Listen to Augie Ribeiro talk, hear his ads or read his campaign literature and two themes stand out: Ribeiro is an attorney who fights for the little guy and he’s the only “true Democrat” in the race for state Senate District 19.
But a flyer that landed in Democratic mailboxes Monday — the first day of early voting in Pinellas — tells voters just to hold on. Ribeiro, it says, is not only not a true Democrat, he wasn’t even a Democrat until 29 months ago. And, worse, he has no Florida law license. And, although it does not use the term “carpetbagger,” the flyer says multimillionaire Ribeiro is a “New York lawyer” who “thinks he can buy an election.”
“Like [Gov.] Rick Scott, now he’s spending hundreds of thousands of dollars and wants to be your voice in Tallahassee,” the flyer says.
The mailing is a product of the Ed Narain-connected political action committee “Floridians for Principled Leadership.” Narain, Ribeiro, Darryl Rouson and Betty Reed are facing off for SD 19 in the Aug. 30 Democratic primary. The winner will face Republican John “Mr. Manners” Houman in the Nov. 8 general election.
“If someone’s going to make an allegation that I’m not a true Democrat, that’s a little surprising to me,” Ribeiro said Tuesday.
That’s because, Ribeiro said, he has impeccable Democratic credentials. Not only did he support President Barack Obama, but he’s also been on Hillary Clinton’s Florida finance team since before she became an official candidate.
And, Ribeiro said, state Democrats heavily recruited him to run for the state Senate seat held by Republican Jeff Brandes. He didn’t run because redistricting excluded him from the district.
So, instead, he decided to run for the District 19 seat held by Arthenia Joyner, who is terming out. That, he said, upset some party leaders.
“You can’t tell me I’m not a Democrat,” he said.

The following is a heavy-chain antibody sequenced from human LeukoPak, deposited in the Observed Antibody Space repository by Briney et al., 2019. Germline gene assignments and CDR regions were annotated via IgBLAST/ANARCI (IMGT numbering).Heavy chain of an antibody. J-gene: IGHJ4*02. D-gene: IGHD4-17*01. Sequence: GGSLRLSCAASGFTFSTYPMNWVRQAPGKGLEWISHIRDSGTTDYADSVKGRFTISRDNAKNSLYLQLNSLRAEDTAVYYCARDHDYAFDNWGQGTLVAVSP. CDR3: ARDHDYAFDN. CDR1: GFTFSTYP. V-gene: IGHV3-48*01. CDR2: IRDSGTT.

Ribeiro concedes he has no license to practice law in Florida although he’s admitted to the bar in Connecticut and New York. He is also admitted to the federal bar.
But, Ribeiro said that, in the lawsuit over the BP oil spill, he represented local cities — St. Petersburg, St. Pete Beach, Treasure Island — and Tampa municipal subdivisions — Raymond James Stadium, the Florida Aquarium, golf courses and others — as well as local nonprofits. He did that because he had local attorneys on the case, which was tried in a federal court in Louisiana. He filed a special appearance in that court, he said.
That’s similar to a lawsuit filed against General Motors, which made use of local attorneys. The federal trial was in New York.
“I never claimed to have a local practice or be soliciting local clients,” Ribeiro said.
Ribeiro conceded his success at suing big companies has made him wealthy. The flyer and his financial declaration indicate he’s worth about $29 million.
And he’s spent about $300,000 on his campaign, according to the flyer.
It’s true, Ribeiro said, that he has been able to finance his campaign because of his own wealth and the generosity of relatives and friends. That was the goal — to avoid taking money from special interests.
“I think it’s hard to be in the state Legislature and bite the hand that feeds you. I won’t be bought,” Ribeiro said. “I don’t want to be beholden to the special interests that have taken control of the Legislature.”